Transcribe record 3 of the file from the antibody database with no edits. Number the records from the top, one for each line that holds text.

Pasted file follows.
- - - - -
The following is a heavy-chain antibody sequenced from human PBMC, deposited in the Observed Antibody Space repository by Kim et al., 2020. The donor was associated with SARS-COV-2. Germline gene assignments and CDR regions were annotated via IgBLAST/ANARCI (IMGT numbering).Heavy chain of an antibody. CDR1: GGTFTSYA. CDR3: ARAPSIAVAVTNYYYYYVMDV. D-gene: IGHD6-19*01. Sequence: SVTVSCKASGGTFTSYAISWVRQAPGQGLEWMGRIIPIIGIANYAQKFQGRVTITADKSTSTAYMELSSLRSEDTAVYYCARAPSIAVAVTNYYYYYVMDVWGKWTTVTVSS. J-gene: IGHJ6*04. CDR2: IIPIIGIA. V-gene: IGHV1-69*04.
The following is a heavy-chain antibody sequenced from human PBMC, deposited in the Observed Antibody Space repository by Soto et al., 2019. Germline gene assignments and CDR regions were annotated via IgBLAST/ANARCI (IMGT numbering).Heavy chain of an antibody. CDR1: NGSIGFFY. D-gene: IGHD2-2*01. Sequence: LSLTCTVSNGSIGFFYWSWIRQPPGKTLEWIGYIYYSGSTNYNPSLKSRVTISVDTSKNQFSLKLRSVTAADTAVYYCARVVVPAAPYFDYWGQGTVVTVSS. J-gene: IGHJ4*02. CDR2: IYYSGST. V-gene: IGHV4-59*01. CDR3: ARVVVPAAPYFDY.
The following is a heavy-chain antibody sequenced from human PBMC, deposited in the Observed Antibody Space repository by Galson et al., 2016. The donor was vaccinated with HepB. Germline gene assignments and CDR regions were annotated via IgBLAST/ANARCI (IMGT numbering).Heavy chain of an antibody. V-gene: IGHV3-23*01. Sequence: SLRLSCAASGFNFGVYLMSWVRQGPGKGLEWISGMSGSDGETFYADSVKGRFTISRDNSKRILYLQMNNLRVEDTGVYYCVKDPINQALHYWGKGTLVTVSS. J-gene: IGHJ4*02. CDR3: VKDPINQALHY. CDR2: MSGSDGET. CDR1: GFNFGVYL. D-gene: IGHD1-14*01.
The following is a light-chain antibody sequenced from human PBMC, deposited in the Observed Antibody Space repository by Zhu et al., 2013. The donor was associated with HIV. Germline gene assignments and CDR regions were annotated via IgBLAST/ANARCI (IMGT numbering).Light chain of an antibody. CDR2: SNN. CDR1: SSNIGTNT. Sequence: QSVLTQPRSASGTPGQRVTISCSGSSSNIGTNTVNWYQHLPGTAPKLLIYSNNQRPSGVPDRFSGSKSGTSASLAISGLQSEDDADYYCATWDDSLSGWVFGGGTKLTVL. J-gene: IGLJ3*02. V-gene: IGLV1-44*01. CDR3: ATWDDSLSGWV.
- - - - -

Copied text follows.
The following is a heavy-chain antibody sequenced from human PBMC, deposited in the Observed Antibody Space repository by Galson et al., 2016. The donor was vaccinated with HepB. Germline gene assignments and CDR regions were annotated via IgBLAST/ANARCI (IMGT numbering).Heavy chain of an antibody. V-gene: IGHV3-23*01. Sequence: SLRLSCAASGFNFGVYLMSWVRQGPGKGLEWISGMSGSDGETFYADSVKGRFTISRDNSKRILYLQMNNLRVEDTGVYYCVKDPINQALHYWGKGTLVTVSS. J-gene: IGHJ4*02. CDR3: VKDPINQALHY. CDR2: MSGSDGET. CDR1: GFNFGVYL. D-gene: IGHD1-14*01.